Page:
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Front. Plant Sci. | doi: 10.3389/fpls.2018.00588

Identification and characterization of sterol acyltransferases responsible for steryl ester biosynthesis in tomato

  • 1Plant Metabolism and Metabolic Engineering Program, CONSORCIO CSIC-IRTA-UAB-UB Centro de Investigación Agrigenómica (CRAG), Spain
  • 2Laboratory of Medicinal Chemistry. Institute of Biomedicine (IBUB), Facultat de Farmàcia i Ciències de l'Alimentació, Universidad de Barcelona, Spain
  • 3Department of Biochemistry and Physiology, Facultat de Farmàcia i Ciències de l'Alimentació, Universidad de Barcelona, Spain
  • 4Department of Biochemistry and Molecular Biomedicine, Facultad de Biología, Universidad de Barcelona, Spain
  • 5Department of Biology, Healthcare and the Environment, Facultat de Farmàcia i Ciències de l'Alimentació, Universidad de Barcelona, Spain

Esteryl esters (SE) serve as a storage pool of sterols that helps to maintain proper levels of free sterols (FS) in cell membranes throughout plant growth and development, and participates in the recycling of FS and fatty acids released from cell membranes in aging tissues. SE are synthesized by sterol acyltransferases, a family of enzymes that catalyze the transfer of fatty acil groups to the hydroxyl group at C-3 position of the sterol backbone. Sterol acyltransferases are categorized into acyl-CoA:sterol acyltransferases (ASAT) and phospholipid:sterol acyltransferases (PSAT) depending on whether the fatty acyl donor substrate is a long-chain acyl-CoA or a phospolipid. Until now, only Arabidopsis ASAT and PSAT enzymes (AtASAT1 and AtPSAT1) have been cloned and characterized in plants. Here we report the identification, cloning and functional characterization of the tomato (Solanum lycopersicum cv, Micro-Tom) orthologues. SlPSAT1 and SlASAT1 were able to restore SE to wild type levels in the Arabidopsis psat1-2 and asat1-1 knock-out mutants, respectively. Expression of SlPSAT1 in the psat1-2 background also prevented the toxicity caused by an external supply of mevalonate and the early senescence phenotype observed in detached leaves of this mutant, whereas expression of SlASAT1 in the asat1-1 mutant revealed a clear substrate preference of the tomato enzyme for the sterol precursors cycloartenol and 24-methylene cycloartanol. Subcellular localization studies using fluorescently tagged SlPSAT1 and SlASAT1 proteins revealed that SlPSAT1 localize in cytoplasmic lipid droplets (LD) while, in contrast to the endoplasmic reticulum (ER) localization of AtASAT1, SlASAT1 reside in the plasma membrane (PM). The possibility that PM-localized SlASAT1 may act catalytically in trans on their sterol substrates, which are presumably embedded in the ER membrane, is discussed. The widespread expression of SlPSAT1 and SlASAT1 genes in different tomato organs together with their moderate transcriptional response to several stresses suggests a dual role of SlPSAT1 and SlASAT1 in tomato plant and fruit development, and the adaptive responses to stress. Overall, this study contributes to enlarge the current knowledge on plant sterol acyltransferases and set the basis for further studies aimed at understanding the role of ES metabolism in tomato plant growth and development.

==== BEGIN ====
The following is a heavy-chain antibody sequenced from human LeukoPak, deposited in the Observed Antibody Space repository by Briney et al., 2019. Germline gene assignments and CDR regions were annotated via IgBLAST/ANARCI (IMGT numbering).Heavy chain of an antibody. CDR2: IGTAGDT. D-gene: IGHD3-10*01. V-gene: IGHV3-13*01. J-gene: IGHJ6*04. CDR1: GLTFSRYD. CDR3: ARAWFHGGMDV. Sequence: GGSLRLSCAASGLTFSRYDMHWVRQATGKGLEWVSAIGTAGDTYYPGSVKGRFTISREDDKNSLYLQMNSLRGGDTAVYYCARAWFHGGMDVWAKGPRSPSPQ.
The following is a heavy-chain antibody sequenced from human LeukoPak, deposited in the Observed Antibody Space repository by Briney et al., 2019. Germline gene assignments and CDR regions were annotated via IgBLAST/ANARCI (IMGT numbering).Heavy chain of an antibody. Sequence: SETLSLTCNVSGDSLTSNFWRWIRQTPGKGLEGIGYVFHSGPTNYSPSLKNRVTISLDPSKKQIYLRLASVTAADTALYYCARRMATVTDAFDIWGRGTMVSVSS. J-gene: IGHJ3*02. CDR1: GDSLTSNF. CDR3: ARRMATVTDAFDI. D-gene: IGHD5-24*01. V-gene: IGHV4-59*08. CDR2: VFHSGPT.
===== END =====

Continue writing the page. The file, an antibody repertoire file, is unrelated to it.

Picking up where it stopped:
Keywords: Arabidopsis, Conjugated sterols, Solanum lycopersicum, Sterol esterification, Stress responses, Subcellular localization

Received: 10 Mar 2018; Accepted: 16 Apr 2018.

Edited by:

Seth DeBolt, University of Kentucky, United States

Reviewed by:

Zhifu Zheng, Zhejiang Agriculture and Forestry University, China
Douglas D. Archbold, University of Kentucky, United States  

Copyright: © 2018 Lara, Burciaga-Monge, Chávez, Revés, Lavilla, Arró, Boronat, Altabella and Ferrer. This is an open-access article distributed under the terms of the Creative Commons Attribution License (CC BY). The use, distribution or reproduction in other forums is permitted, provided the original author(s) and the copyright owner are credited and that the original publication in this journal is cited, in accordance with accepted academic practice. No use, distribution or reproduction is permitted which does not comply with these terms.

* Correspondence:
Prof. Teresa Altabella, CONSORCIO CSIC-IRTA-UAB-UB Centro de Investigación Agrigenómica (CRAG), Plant Metabolism and Metabolic Engineering Program, Carrer de la Vall Moronta s/n, Edifici CRAG, Campus UAB, Barcelona, 08193, Barcelona, Spain, taltabella@ub.edu
Prof. Albert Ferrer, CONSORCIO CSIC-IRTA-UAB-UB Centro de Investigación Agrigenómica (CRAG), Plant Metabolism and Metabolic Engineering Program, Carrer de la Vall Moronta s/n, Edifici CRAG, Campus UAB, Barcelona, 08193, Barcelona, Spain, albertferrer@ub.edu